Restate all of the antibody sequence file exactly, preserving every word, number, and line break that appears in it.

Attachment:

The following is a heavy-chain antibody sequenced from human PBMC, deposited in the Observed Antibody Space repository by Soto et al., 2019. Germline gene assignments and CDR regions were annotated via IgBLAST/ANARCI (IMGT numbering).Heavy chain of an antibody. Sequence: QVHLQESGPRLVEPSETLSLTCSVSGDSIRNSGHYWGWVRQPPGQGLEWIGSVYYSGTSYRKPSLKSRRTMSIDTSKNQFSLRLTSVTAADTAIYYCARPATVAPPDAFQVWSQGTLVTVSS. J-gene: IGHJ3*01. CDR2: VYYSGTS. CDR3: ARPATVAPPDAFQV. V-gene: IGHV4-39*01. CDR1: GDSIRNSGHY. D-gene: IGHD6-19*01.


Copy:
The following is a heavy-chain antibody sequenced from human PBMC, deposited in the Observed Antibody Space repository by Soto et al., 2019. Germline gene assignments and CDR regions were annotated via IgBLAST/ANARCI (IMGT numbering).Heavy chain of an antibody. Sequence: QVHLQESGPRLVEPSETLSLTCSVSGDSIRNSGHYWGWVRQPPGQGLEWIGSVYYSGTSYRKPSLKSRRTMSIDTSKNQFSLRLTSVTAADTAIYYCARPATVAPPDAFQVWSQGTLVTVSS. J-gene: IGHJ3*01. CDR2: VYYSGTS. CDR3: ARPATVAPPDAFQV. V-gene: IGHV4-39*01. CDR1: GDSIRNSGHY. D-gene: IGHD6-19*01.